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Inter-state sales could boost state revenues

By Pamela Pritt 


CHARLESTON, W.Va. — West Virginia could get more than $100 million in extra revenue if state residents who purchase goods via the Internet were subject to sales tax, according to a study done by the University of Tennessee.

The school did the study for the Streamlined Sales Tax Governing Board Inc. SSTG executive director Craig Johnson spoke to the Joint Committee on Tax Reform Monday as part of its research into revising the West Virginia Tax Code.

He said states suffer significant losses of tax revenue because of the growth in electronic commerce and the inability to administer use tax with consumers.

Direct in-store purchases are charged a sales tax, while state residents who buy items via the Internet are supposed to pay a use tax. According to Johnson, only about 1 to 2 percent of Internet shoppers do remit tax for their electronic purchases to the state where they live.

He said his organization pushes for uniform sales tax code between states, which benefits multi-state sellers and also “improves compliances and provides an infrastructure of support” for member states. Johnson said SSTG can charge states up to 8 percent of the sales tax revenue it collects, all uncollected taxes now. That 8 percent covers the cost of software and administration, he said. 

“(SSTG) is not about telling you what you should or should not tax,” Johnson said. “We will ask to tax everything in the category or nothing in the category.” 

Johnson said SSTG has a 200-page agreement that uses one general sales tax rate per state with a second rate —which could be zero — on food and drugs, as well as one single local rate per jurisdiction. 

Companies register with SSTG for sales tax purposes, he said. Also, Johnson said, electronic return and remittance rules make it simpler for administering the tax for both the taxpayer and the state. 

One key feature of the SSTG system is uniform definitions for what is taxable from state-tostate. Definitions are provided for:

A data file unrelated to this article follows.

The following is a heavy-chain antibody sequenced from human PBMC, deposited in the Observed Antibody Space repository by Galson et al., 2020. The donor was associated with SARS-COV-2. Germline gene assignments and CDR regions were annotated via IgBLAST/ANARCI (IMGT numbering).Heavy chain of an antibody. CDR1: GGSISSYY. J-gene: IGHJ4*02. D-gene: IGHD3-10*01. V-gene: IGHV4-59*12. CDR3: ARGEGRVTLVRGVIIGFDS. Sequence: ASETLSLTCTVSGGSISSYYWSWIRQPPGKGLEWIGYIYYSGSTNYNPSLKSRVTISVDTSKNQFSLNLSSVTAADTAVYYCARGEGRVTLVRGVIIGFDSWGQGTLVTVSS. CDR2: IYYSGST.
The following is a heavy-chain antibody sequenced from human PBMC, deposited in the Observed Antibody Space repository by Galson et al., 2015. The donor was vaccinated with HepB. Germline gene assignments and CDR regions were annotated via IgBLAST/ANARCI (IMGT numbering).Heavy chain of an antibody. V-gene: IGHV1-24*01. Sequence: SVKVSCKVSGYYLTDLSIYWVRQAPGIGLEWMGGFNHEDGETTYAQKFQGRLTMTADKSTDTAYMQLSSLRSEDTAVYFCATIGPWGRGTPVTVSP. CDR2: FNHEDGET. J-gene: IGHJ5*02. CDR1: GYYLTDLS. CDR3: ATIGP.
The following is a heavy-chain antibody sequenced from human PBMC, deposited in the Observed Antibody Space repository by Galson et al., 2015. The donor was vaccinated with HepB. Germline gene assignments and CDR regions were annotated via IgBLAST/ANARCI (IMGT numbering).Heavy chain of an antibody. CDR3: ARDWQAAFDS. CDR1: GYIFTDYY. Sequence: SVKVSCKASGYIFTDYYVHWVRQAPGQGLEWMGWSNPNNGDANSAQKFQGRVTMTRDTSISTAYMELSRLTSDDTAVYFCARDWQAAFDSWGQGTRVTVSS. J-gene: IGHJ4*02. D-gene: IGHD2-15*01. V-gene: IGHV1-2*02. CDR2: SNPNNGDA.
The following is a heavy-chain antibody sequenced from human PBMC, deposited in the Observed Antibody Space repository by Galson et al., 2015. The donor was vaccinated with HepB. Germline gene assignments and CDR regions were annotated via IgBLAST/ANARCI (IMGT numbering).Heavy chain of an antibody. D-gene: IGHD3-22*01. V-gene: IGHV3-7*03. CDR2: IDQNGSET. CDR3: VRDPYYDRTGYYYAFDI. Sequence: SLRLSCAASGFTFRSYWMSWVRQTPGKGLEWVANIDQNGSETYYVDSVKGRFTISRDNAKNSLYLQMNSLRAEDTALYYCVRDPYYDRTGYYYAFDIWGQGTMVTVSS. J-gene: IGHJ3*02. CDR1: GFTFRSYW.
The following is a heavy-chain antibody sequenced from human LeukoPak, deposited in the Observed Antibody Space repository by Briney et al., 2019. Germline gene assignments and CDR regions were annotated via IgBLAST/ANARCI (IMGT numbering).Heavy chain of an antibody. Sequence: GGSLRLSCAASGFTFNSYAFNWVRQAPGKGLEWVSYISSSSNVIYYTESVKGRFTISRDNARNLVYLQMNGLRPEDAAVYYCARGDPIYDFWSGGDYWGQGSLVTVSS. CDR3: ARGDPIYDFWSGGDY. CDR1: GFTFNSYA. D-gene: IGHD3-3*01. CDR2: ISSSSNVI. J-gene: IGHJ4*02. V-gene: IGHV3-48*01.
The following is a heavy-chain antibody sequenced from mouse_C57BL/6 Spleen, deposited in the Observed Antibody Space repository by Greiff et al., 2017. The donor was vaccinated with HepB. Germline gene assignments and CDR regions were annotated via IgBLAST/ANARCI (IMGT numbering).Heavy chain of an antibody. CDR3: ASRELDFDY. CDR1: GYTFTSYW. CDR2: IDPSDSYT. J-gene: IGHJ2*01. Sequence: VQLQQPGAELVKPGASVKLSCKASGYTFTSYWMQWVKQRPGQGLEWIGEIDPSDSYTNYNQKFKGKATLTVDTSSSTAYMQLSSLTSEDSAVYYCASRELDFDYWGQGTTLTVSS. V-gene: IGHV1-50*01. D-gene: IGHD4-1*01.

• Food and food ingredients • Prepared food  

• Candy  

• Soft drinks  

• Dietary supplements • Clothing  

• Drugs  

• Computer software Wayne Harper, a Utah state senator, said SSTG requires states to enact a “minimum level of simplification over the taxes they wish to receive by remote collection authority.” 

“(States) should treat every taxpayer in every transaction the same,” he said.  

••• The 14-member committee also heard from Deputy Secretary of Revenue Mark Muchow, who explained the state’s Consumer Sales and Service Tax. The tax on purchases and services in the state yielded more than $1.305 billion in the last fiscal year, he said. 

Surrounding states have nearly equal sales taxes, although some localities in those states can also impose sales taxes to pay for road construction, he said. 

Muchow said West Virginia has 72 exemptions, exclusions and credits, including:  

• Food for home consumption • Professional services • School textbooks  

• Sales for resale  

• Prescription drugs  

• Day care services  

• Lottery tickets  

• Food sales by nonprofit and youth groups in fundraising  

• Health fitness program memberships Committee co-chair Delegate Eric Nelson, R-Kanawha, said the four-page list of exemptions had piqued the interest of some committee members. 

“I believe members were circling different items,” he said. 

Sen. Mike Hall, R-Putnam, also a committee co-chair, said some taxes may be “looked at to be reduced if there are others that can be fairly increased.” 

“But there is no attempt … just to reach out and tax somebody just to get some more money without trying to figure out some commensurate way to reduce a burden somewhere else,” he said. 

Muchow also said that the tax on food has an odd relationship to coal severance taxes, in that when coal severance revenues are up, lawmakers have eliminated the sales tax on groceries, then reversed that decision when coal severance taxes are in decline, as they are now. Muchow said the state does have a Rainy Day Fund, which it did not have the last time coal severance took a dip. 

Hall said he sees no push to reinstate the food tax. 

“No tax study ever said ‘get rid of it,’ but obviously there were people who wanted to promote that,” Hall said. 

Nelson noted that each penny of sales tax represents about $30 million in tax revenue. 

The committee meets again during September interim sessions with the Joint Committee on Energy and with the Joint Committee on Finance about the Blue Ribbon Commission report that recommends the state spend $1 billion on its roads and bridges. 

Interims begin Sunday, Sept. 13. 

— Email:  Follow PamPrittRH on Twitter 

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